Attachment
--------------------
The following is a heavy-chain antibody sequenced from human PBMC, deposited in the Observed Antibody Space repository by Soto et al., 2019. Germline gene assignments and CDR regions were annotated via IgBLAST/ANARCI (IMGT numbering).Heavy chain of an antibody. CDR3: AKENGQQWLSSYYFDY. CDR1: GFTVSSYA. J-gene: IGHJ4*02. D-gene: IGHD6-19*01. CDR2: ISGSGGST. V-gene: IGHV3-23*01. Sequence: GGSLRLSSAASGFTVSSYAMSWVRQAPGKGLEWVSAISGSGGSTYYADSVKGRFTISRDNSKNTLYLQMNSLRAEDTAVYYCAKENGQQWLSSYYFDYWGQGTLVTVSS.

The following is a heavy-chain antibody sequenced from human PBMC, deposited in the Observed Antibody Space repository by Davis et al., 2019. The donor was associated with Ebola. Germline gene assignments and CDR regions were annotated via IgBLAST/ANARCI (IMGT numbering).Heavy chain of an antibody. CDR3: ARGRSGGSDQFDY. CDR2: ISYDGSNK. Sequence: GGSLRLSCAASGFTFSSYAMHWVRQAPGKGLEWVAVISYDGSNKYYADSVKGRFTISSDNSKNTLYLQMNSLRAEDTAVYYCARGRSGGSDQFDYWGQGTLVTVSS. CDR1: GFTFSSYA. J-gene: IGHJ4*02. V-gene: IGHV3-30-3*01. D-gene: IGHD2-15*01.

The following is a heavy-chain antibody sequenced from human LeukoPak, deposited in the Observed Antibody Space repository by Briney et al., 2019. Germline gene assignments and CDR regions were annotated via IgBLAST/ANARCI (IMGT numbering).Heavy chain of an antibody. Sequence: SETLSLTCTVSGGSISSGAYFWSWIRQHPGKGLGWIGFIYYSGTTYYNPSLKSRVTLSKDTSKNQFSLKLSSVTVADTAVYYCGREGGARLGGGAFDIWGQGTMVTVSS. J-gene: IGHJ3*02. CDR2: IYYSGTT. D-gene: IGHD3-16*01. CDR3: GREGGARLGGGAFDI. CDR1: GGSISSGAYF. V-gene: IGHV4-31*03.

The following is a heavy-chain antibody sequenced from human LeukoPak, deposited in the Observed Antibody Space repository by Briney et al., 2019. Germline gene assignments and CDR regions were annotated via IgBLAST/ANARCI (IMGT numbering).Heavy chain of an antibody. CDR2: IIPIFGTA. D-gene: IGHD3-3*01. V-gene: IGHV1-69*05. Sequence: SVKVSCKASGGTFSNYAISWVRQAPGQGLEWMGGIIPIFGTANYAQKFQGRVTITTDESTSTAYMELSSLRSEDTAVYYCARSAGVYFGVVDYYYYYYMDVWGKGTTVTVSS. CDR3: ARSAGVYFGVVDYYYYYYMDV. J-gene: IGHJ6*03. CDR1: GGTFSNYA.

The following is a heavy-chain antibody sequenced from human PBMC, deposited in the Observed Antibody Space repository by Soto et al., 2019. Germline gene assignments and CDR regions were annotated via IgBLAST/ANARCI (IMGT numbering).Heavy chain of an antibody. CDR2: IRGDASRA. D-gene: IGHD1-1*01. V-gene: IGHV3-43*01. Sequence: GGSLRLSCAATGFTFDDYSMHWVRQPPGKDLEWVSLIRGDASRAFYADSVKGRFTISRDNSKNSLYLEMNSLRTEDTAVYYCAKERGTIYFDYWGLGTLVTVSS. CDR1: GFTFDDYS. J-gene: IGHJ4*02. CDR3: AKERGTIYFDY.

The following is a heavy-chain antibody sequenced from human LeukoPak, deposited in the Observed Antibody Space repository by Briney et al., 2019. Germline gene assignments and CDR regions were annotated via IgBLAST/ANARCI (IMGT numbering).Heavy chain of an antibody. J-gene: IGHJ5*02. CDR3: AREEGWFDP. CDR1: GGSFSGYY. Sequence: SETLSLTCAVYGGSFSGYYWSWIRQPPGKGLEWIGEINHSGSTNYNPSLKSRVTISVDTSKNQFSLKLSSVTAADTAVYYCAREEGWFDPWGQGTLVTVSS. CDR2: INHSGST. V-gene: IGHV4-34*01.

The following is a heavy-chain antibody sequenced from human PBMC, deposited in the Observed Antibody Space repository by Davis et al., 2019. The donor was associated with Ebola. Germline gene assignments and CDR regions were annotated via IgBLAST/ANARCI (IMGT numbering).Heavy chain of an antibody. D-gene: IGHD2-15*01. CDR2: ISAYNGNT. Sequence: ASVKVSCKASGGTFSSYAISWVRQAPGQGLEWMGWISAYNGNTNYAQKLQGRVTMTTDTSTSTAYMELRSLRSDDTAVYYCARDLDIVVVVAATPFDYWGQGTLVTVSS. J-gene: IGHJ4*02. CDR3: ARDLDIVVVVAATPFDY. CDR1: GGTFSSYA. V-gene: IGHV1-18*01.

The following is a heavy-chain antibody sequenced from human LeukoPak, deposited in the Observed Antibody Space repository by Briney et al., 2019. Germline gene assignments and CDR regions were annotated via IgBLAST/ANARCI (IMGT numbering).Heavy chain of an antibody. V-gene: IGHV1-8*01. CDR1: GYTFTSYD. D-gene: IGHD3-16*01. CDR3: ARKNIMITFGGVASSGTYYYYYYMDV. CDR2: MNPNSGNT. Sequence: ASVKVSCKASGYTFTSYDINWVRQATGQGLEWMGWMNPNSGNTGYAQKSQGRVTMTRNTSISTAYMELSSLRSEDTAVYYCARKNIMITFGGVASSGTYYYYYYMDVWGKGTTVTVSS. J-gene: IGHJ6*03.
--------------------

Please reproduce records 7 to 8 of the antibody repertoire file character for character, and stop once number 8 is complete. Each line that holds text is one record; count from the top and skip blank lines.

The following is a heavy-chain antibody sequenced from human PBMC, deposited in the Observed Antibody Space repository by Davis et al., 2019. The donor was associated with Ebola. Germline gene assignments and CDR regions were annotated via IgBLAST/ANARCI (IMGT numbering).Heavy chain of an antibody. D-gene: IGHD2-15*01. CDR2: ISAYNGNT. Sequence: ASVKVSCKASGGTFSSYAISWVRQAPGQGLEWMGWISAYNGNTNYAQKLQGRVTMTTDTSTSTAYMELRSLRSDDTAVYYCARDLDIVVVVAATPFDYWGQGTLVTVSS. J-gene: IGHJ4*02. CDR3: ARDLDIVVVVAATPFDY. CDR1: GGTFSSYA. V-gene: IGHV1-18*01.

The following is a heavy-chain antibody sequenced from human LeukoPak, deposited in the Observed Antibody Space repository by Briney et al., 2019. Germline gene assignments and CDR regions were annotated via IgBLAST/ANARCI (IMGT numbering).Heavy chain of an antibody. V-gene: IGHV1-8*01. CDR1: GYTFTSYD. D-gene: IGHD3-16*01. CDR3: ARKNIMITFGGVASSGTYYYYYYMDV. CDR2: MNPNSGNT. Sequence: ASVKVSCKASGYTFTSYDINWVRQATGQGLEWMGWMNPNSGNTGYAQKSQGRVTMTRNTSISTAYMELSSLRSEDTAVYYCARKNIMITFGGVASSGTYYYYYYMDVWGKGTTVTVSS. J-gene: IGHJ6*03.